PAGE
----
Having offered an account of the circumstances of transitional justice, Murphy turns to an account of transitional justice itself. Transitional justice, she says, ought to be treated as an entirely distinct form of justice. One might resist the thought that we need an entirely new form of justice -- but, she says, all other forms of justice with which we are familiar, including corrective justice and retributive justice, assume the existence of relatively stable background conditions, and these stable conditions cannot be assumed in conditions of transition. Rather than combining key elements of these more familiar forms of justice, we should treat transitional justice as "distinctive, and not simply reducible to the other kinds of justice with which we are familiar" (p. 111). What, then, "constitutes the just pursuit of societal transformation?" There are two key parts: societal transformation itself and its just pursuit. Murphy treats each of these components in separate chapters.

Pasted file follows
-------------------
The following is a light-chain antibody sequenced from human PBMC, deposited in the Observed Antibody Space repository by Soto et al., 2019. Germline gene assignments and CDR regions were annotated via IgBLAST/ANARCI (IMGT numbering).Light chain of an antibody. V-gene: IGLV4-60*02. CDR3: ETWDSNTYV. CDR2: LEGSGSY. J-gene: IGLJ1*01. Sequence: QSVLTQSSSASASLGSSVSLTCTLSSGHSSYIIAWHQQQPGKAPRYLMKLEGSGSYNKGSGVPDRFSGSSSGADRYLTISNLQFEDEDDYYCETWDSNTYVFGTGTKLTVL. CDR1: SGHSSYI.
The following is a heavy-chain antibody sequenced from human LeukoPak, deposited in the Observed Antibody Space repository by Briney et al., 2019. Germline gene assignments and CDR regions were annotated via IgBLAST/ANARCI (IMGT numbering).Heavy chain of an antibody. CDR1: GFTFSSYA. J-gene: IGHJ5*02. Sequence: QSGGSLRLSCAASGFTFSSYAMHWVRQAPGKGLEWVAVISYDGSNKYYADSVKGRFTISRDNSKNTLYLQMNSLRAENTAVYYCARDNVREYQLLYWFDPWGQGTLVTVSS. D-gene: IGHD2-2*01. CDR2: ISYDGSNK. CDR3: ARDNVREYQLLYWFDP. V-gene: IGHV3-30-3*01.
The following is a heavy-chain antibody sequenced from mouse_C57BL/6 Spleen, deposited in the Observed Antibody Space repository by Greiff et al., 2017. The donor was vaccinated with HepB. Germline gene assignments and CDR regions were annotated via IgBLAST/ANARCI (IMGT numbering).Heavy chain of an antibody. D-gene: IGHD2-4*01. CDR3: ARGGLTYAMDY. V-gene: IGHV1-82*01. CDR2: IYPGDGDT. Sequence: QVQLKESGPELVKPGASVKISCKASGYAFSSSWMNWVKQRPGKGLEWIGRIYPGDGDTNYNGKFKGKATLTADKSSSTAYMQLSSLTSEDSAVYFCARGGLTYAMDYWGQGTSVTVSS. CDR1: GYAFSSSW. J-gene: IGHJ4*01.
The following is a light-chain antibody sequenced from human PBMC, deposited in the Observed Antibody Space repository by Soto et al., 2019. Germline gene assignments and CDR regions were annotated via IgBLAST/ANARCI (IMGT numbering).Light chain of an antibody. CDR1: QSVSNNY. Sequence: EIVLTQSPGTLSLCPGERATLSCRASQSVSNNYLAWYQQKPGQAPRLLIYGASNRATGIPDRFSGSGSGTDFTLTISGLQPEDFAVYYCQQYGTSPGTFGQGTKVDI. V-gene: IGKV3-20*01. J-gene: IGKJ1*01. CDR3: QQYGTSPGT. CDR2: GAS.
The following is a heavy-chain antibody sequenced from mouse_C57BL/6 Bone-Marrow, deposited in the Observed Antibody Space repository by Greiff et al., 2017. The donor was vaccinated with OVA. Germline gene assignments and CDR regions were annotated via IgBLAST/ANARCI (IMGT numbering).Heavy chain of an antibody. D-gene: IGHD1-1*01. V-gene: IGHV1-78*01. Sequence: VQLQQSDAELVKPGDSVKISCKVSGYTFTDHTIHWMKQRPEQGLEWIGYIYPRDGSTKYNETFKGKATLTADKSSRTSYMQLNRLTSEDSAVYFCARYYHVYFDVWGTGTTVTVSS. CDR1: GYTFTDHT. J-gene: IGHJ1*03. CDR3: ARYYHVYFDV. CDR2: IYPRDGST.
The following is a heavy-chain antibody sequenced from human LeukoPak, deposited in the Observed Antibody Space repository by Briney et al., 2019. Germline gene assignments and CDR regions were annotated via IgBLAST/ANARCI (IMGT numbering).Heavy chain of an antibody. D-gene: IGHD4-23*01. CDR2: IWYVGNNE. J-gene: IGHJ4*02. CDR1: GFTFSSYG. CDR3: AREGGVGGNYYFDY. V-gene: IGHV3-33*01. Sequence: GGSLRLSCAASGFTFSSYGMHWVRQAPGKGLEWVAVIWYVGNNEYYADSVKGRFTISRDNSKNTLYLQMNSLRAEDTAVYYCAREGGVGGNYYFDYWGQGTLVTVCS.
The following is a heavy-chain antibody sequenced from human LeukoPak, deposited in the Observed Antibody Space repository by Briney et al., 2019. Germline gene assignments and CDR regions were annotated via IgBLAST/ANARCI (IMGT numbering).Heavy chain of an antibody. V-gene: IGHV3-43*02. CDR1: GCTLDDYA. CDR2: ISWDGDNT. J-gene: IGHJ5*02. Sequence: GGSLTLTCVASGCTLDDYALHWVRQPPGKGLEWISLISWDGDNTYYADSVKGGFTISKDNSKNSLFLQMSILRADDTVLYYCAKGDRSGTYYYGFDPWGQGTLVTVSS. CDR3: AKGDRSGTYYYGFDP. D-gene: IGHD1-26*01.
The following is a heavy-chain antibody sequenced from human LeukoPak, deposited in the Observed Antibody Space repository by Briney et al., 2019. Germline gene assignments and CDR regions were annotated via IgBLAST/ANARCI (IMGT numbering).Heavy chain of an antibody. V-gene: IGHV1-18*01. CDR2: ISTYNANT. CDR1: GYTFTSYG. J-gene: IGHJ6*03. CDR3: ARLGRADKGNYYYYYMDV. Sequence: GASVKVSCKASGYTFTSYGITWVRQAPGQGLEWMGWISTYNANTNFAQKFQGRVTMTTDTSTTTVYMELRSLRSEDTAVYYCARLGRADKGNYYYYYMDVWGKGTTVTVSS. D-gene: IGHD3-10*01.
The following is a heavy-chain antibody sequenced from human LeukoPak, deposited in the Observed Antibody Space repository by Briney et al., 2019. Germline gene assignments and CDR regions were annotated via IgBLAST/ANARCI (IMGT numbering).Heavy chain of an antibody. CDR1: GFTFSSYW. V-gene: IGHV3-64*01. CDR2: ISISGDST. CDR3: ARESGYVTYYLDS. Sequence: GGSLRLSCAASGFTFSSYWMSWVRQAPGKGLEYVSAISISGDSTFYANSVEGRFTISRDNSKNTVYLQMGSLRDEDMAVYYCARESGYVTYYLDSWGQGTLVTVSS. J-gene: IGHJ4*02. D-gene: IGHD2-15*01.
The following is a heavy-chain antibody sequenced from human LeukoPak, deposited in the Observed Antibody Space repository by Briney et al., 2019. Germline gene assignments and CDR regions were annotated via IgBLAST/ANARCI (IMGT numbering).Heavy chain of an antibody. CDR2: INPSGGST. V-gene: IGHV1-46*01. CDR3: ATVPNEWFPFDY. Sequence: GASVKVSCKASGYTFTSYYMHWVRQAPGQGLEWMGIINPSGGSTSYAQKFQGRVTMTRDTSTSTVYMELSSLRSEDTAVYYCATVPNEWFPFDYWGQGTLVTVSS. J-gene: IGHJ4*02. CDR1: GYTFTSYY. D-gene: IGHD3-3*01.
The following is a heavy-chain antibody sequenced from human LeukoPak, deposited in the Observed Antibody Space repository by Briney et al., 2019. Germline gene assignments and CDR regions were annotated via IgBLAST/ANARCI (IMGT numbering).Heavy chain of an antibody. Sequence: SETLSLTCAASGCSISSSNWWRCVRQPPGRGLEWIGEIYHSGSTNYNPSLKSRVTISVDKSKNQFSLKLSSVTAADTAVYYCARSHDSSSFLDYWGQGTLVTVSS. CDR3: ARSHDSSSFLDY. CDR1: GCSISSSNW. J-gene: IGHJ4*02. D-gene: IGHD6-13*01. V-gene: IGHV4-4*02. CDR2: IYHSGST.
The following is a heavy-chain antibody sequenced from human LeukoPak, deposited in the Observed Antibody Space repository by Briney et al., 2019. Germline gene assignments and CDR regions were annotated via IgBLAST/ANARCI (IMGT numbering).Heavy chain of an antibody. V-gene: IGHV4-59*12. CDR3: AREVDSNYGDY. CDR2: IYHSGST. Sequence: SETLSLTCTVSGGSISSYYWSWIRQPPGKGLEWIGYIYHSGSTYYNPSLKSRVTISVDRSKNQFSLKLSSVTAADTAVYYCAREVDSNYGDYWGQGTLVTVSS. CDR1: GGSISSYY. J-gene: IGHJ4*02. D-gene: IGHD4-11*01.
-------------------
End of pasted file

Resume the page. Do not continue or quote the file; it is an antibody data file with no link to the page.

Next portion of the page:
Murphy proposes that we understand the two pieces as analogous to the two components of just war theory: jus ad bellum (just cause for war) and jus in bello (justice in war). Transformed, as it were, into transitional justice terms, the former refers to the process by which society is transformed, and the latter refers to the fair and appropriate treatment of both perpetrators and victims. The value added by the just war analogy is limited and perhaps distracting (it seems to this reader that nothing would be lost from the analysis if the analogy weren't repeatedly invoked), but the distinction Murphy aims to draw between the two components serves to distinguish two distinct, but equally important, elements of a just transition.